The coming to power of a single-party government in 2014 portends the beginning of another chapter in the history of federalism in India. And while the BJP government has been propagating the empty rhetoric of ‘cooperative federalism’, its conflict with the Delhi government seems to indicate its ulterior motive of curtailing the power of States. The first instance of this was seen in 2014-15 when Delhi was kept under President’s rule for 10 months, and the Assembly was dissolved only under judicial pressure. The same motive can be attributed to LG Najeeb Jung’s current actions, which are a reminder of the manner in which Governors were used to <g data-gr-id="76">control</g> States in the 1970s and 80s. The notification by the Home Ministry on 22nd May is a reflection of the Central Government’s true intent, where a constitutional provision for Delhi government’s autonomy is sought to be bypassed via a notification from the Centre. When Delhi was given a legislature by the GNCTD Act of 1991, the Constitution was amended to give Delhi a special status as a Union Territory whereby the elected government would have authority over all issues barring Land, Police and Law & Order.
The Central government has sought to circumscribe the powers given to the Delhi government, by a notification claiming that ‘Services’ are also excluded from its purview. The same notification also sought to circumscribe the powers of the Anti-Corruption Bureau of the Delhi government. As in earlier Centre-State conflicts, it is the judiciary which has spoken out on the Central government’s overreach. On 25th May, the Delhi High Court had called the notification ‘suspect’ and stated that, “… (by) an executive fiat, the Union Government could not have exercised the executive power in respect of a matter falling within the legislative competence of Legislative Assembly of the NCT, since the law made by the Parliament, namely the GNCTD Act read with Article 239 AA put fetters on the executive authority of the President.” Once again it is the judiciary that has clarified this to ensure that the unitary character of India’s federalism cannot undemocratically erode the power and autonomy of States, despite the clear intent of the Central government to do so.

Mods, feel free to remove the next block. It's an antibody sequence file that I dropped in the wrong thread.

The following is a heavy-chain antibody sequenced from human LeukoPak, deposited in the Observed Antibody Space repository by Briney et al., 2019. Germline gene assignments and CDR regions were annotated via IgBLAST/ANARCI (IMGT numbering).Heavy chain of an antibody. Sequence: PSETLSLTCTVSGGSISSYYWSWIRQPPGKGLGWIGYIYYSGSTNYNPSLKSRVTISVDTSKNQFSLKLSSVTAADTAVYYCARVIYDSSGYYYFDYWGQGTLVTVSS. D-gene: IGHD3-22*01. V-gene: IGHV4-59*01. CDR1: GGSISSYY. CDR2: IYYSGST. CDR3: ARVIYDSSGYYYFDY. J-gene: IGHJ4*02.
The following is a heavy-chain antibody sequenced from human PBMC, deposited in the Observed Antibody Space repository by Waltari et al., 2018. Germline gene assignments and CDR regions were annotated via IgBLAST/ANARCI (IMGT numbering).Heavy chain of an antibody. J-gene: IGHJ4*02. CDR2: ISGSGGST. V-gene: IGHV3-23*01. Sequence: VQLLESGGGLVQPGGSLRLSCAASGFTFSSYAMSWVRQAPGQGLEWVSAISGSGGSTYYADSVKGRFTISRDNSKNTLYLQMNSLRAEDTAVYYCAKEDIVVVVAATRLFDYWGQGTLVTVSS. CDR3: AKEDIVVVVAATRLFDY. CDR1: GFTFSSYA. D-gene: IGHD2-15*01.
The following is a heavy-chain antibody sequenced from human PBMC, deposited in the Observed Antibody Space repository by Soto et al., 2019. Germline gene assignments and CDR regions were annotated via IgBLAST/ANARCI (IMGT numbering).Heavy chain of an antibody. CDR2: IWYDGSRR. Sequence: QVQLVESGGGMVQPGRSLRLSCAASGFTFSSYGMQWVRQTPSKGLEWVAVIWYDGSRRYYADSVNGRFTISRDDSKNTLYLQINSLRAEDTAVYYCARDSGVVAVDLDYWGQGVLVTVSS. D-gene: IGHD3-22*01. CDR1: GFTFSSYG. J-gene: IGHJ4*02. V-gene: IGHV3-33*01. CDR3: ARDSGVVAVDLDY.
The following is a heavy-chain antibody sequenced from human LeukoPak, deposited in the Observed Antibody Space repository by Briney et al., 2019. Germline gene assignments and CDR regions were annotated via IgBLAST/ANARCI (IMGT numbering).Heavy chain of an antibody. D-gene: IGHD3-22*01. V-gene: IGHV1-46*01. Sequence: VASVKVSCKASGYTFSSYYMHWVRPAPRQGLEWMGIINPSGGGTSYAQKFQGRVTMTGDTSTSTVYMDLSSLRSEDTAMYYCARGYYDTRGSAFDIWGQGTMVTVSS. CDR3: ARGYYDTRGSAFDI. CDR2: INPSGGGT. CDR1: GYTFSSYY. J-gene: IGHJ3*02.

The relative political authority of the Central government and the predominance of the unitary character of governance in the Constitution arose out of the specific context of the creation of the Indian nation-state, where the concern of keeping together this newly formed country was paramount. This predominance was never intended as a license for Central governments to undemocratically paralyse or control the functioning of elected State governments. Yet various governments have made this attempt, and the current face-off in Delhi is also an attempt by a single-party Central government to assert its political control over an ‘uncomfortable’ State government. As this conflict plays out, the Centre would do well to recall the spirit of autonomy for States enshrined in the Constitution, as well as the repeated judicial pronouncements that have upheld the same.
(Atishi Marlena is a social activist and policy researcher, who has been with the Aam Aadmi Party for the past two years. Views expressed are personal)